Learn about the important role that espionage played during the Revolutionary War and George Washington’s role as one of our nation's first spymasters.

Both the British and American forces during the Revolutionary War employed a wide range of spy networks and spycraft to gain critical information about the other side. George Washington quickly recognized the need for effective intelligence gathering efforts and developed a number of spy rings and other secret agents to gather information behind enemy lines. Washington was also particularly adept at supplying the British with misinformation that purposely misled his enemies as to his true intentions.

Dead Drops and Invisible Ink

Dead Drops and Invisible Ink

John A. Nagy, one of America’s leading scholars on espionage during the American Revolution sat down with us to share his observations on the important role that spies and spying played during the war.

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Benjamin Tallmadge oversaw the Culper Spy Ring operating out of New York (litchfieldhistoricalsociety.org)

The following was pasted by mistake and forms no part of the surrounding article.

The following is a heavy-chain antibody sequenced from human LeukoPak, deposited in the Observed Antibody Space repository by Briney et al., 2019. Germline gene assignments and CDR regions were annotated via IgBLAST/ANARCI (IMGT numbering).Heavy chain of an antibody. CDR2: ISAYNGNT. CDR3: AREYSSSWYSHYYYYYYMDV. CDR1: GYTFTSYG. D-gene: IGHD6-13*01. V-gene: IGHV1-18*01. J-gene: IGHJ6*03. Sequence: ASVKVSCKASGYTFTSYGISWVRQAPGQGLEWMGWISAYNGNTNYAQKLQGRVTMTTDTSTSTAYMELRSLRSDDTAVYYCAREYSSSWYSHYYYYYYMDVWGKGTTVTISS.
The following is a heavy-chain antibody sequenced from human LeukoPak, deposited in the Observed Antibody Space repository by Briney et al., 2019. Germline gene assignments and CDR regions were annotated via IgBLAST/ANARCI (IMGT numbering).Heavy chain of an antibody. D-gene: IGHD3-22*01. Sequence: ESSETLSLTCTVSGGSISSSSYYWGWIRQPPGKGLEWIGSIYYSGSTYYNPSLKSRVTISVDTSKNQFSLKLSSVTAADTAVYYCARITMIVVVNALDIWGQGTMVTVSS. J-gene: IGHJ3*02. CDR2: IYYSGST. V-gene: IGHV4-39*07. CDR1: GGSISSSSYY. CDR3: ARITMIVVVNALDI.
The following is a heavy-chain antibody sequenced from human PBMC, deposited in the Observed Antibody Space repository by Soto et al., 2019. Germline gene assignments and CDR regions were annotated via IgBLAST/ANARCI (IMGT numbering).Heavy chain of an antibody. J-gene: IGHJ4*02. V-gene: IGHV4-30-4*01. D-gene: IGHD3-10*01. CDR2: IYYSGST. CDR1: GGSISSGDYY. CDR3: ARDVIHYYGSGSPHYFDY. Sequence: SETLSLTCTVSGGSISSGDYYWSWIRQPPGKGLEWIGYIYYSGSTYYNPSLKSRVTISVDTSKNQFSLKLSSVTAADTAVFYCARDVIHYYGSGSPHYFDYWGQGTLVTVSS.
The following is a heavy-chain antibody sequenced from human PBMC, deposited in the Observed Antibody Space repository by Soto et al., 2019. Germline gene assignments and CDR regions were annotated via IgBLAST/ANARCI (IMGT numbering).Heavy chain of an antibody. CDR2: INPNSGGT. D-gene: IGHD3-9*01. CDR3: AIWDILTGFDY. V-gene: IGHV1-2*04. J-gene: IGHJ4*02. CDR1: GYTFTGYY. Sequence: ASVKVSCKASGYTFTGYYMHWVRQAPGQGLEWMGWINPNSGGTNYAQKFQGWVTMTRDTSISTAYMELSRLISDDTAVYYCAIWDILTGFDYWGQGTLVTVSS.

Benjamin Tallmadge oversaw the Culper Spy Ring operating out of New York (litchfieldhistoricalsociety.org)

The Culper Spy Ring

The Culper Spy Ring was an American spy network operating during the War of American Independence that provided George Washington with information on British troop movements. In November 1778, George Washington appointed Major Benjamin Tallmadge as director of military intelligence, charged with creating a spy ring in New York City, the site of British headquarters.

This network became known as the Culper Spy Ring and operated successfully in and around New York City for five years, during which time no spy was ever unmasked.

Learn more about the Culper Spy Ring

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